Should Allergies Keep Your Child at Home?
Practical advice on how to keep allergies from interfering with your child’s life.
Do your child’s allergies keep him out of school or get in the way of some
family outing? Each day, 10,000 children in the United States miss school
because of their allergy symptoms.
Seasonal allergies -- allergic rhinitis or hay fever -- affects roughly four
out of every 10 kids living in America. The symptoms, including sneezing, a
stuffy nose, and itchy, watery eyes, can have a serious impact on your child’s
ability to take part in school, sports, and outings with family and
Allergies are chronic. But your child doesn’t have to miss out because of
Mary Beth Fasano agrees. Fasano is a clinical associate professor and
director of the Allergy-Immunology Training Program at the University of Iowa.
She is also a member of the American Academy of Pediatrics Section on Allergy
& Immunology. She tells WebMD that children with severe allergies will
benefit from correct diagnosis and a good treatment plan outlined by an allergy
specialist. A child will also benefit, Fasano says, from collaboration between
the child, parents, teachers, and the allergy specialist. “With this approach,”
she says, “children should be able to participate in school, sports, and other
activities without significant limitations.”
What Causes Allergies?
An allergy occurs when the immune system reacts to a substance that is
normally not harmful. For instance, it might see pollen or cat dander as a
threat. When that happens, the body produces antibodies. These tell
allergy-fighting cells to release chemicals, including histamine, to fight the
offending substance. These chemicals then cause people to experience classic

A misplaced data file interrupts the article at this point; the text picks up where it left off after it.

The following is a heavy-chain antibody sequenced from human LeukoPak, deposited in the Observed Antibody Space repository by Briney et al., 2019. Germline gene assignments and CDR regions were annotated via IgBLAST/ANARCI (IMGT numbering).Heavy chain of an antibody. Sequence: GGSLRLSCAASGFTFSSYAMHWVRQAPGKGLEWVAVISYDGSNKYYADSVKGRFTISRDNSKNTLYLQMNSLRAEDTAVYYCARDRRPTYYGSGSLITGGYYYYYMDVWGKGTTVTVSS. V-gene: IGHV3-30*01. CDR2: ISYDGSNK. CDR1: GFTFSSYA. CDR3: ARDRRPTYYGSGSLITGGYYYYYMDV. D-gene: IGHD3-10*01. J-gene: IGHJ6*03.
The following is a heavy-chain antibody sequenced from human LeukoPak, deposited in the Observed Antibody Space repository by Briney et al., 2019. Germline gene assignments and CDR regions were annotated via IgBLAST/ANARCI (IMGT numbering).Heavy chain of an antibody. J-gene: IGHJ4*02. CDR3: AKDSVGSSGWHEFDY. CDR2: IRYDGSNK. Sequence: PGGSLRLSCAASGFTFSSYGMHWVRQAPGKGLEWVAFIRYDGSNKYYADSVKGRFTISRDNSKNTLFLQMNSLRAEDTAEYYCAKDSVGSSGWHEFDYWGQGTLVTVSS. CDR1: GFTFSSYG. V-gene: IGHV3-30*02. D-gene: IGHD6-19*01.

allergy symptoms, like a runny nose or a scratchy throat.
Children’s Allergies and Asthma
Many children with allergies also experience exercise-induced asthma and
allergic asthma. In fact, more than 2.5 million Americans under age 18 are
affected by allergic asthma. Allergic asthma occurs when breathing passages
become inflamed as a result of contact with various triggers. For instance,
pollen or mold might trigger an asthma episode.
If your child has allergic asthma, the symptoms can go far beyond a runny
nose and watery eyes. They can include such symptoms as wheezing and shortness
of breath as well as anxiety. Untreated asthma can be a very dangerous
condition. It’s important to check with an allergist if your child has not been
diagnosed with asthma but is having symptoms that suggest asthma.
Allergy Medicines and Treatments for Children’s Allergies
The best allergy treatment for your child depends on what kind of allergy
symptoms your child has, and how severe they are. Options include a variety of
over-the-counter and prescription medications. These include antihistamines,
decongestants, and steroids. If your child has asthma, he or she may be treated
with inhalers. These medicines provide relief by calming inflammation and
opening air passages. All medications have possible side effects, so it’s
important to work with your child’s doctor to find the right allergy
If the usual medications don’t provide enough relief for your child’s
allergies, allergy shots -- immunotherapy -- may be considered. Allergy
shots work by exposing someone to increasing amounts of an allergen, such as
pollen or mold, over time. This makes the immune system less likely to react to